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Health, Science & Environment

New BLM-Utah Fire Officer Takes Helm As Monsoons Begin

National Interagency Fire Center
Lightning strikes account for most of the wildfires in Utah, and with lightning expected to increase with the monsoons there might be more wildfire.

Jessica Wade began her career in wildland firefighting in her hometown of Vernal. This month she’s stepping into a new role, becoming the U.S. Bureau of Land Management’s State Fire Management Officer for Utah during what’s often the busiest time of the year in the Great Basin for wildfire.

“So far we haven’t really seen a whole lot of activity in Utah,” she says, “although the monsoons are coming and the lightning is predicted this week.”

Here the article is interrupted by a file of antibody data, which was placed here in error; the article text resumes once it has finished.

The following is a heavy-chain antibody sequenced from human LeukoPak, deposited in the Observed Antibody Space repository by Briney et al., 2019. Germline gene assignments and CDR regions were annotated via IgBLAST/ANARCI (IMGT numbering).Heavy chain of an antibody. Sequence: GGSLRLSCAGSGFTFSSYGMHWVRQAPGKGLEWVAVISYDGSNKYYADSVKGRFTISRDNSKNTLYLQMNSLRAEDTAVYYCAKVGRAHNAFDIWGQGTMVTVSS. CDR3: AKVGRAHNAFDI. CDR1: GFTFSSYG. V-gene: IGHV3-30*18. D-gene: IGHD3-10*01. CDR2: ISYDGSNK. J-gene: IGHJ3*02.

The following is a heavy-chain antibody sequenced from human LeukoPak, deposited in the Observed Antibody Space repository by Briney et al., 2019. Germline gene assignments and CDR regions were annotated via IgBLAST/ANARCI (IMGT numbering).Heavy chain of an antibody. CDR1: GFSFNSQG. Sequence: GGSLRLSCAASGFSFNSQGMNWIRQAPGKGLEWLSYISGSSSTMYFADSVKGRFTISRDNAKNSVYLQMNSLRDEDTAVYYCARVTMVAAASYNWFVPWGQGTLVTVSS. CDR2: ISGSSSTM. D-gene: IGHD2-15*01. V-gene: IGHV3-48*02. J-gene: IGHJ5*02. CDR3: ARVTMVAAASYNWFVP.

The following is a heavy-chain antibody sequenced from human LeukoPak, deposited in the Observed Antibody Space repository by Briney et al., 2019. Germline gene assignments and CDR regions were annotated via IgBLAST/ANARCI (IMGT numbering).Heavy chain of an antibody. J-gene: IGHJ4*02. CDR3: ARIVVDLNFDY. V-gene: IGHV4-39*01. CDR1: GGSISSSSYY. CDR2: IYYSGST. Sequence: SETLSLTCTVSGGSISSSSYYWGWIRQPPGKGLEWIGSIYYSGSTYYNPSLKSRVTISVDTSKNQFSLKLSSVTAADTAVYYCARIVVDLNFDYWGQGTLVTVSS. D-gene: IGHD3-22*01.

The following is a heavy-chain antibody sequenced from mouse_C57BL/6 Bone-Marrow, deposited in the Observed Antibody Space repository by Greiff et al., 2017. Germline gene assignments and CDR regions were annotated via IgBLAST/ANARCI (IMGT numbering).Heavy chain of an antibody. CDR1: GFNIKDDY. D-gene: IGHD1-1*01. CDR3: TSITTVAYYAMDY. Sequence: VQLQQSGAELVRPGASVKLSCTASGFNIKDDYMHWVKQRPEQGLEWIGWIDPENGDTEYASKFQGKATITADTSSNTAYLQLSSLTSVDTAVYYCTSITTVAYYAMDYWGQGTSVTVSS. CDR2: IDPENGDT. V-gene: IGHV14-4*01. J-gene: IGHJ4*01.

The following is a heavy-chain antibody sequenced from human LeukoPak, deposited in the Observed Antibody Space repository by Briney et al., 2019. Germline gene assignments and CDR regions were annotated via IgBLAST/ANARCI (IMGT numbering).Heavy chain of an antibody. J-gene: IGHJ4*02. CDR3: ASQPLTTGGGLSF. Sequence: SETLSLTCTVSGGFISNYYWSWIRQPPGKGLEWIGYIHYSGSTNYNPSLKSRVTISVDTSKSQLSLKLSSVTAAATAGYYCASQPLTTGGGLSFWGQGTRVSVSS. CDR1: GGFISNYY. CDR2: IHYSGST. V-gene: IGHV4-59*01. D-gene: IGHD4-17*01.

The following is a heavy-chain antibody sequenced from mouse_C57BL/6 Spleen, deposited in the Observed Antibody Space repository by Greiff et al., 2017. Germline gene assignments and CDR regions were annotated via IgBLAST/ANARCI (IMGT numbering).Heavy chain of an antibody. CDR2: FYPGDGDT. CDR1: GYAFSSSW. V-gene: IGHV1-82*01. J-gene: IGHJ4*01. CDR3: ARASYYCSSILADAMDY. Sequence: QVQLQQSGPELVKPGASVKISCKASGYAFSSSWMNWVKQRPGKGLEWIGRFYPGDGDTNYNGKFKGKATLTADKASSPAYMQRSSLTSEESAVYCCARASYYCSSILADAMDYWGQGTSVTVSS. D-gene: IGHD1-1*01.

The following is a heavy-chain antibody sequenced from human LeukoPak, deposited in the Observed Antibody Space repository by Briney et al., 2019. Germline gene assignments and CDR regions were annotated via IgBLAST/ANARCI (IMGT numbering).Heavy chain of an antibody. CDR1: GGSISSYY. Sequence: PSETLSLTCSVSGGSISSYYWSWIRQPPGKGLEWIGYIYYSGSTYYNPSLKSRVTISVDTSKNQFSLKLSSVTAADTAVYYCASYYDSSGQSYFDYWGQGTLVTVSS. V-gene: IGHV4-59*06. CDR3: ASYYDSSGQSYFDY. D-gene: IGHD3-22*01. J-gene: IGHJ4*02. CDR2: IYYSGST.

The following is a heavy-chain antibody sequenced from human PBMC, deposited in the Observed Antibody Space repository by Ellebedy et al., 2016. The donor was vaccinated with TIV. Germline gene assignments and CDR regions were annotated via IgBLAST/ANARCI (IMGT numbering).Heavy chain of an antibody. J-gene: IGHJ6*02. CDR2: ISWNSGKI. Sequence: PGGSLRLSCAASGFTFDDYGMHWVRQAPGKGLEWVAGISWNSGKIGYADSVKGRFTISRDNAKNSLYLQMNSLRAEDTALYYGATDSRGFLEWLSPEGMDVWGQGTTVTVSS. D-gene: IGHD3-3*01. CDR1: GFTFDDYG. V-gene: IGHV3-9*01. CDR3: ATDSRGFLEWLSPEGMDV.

The job involves more than just overseeing BLM’s firefighting resources that include 30 engines, 2 helicopters, the people that staff them and a hotshot crew of around two dozen firefighters. Wade will also coordinate with fire managers throughout the state and the region to make sure that each wildfire is tackled by the right crews and equipment even when budgets are tight.

Credit Courtesy Photo
Jessica Wade

  Rain in southern and eastern parts of the state this year has made the grass grow, and that could be fuel for lightning fires. And northern parts of the state are especially dry. Wade explains how that makes the monsoons a mixed blessing.

“Roughly, 80 or 85 percent are lightning starts,” she says, “so that’s why the monsoonal moisture with the lightning coming in is so concerning for us.”

Wade puts safety of the firefighters and the public as the top priority. But she’ll also try to protect sage grouse habitat, because if that habitat burns in a large fire, there’s a good chance that fire-prone cheat grass will take over where healthy sagebrush range used to be.

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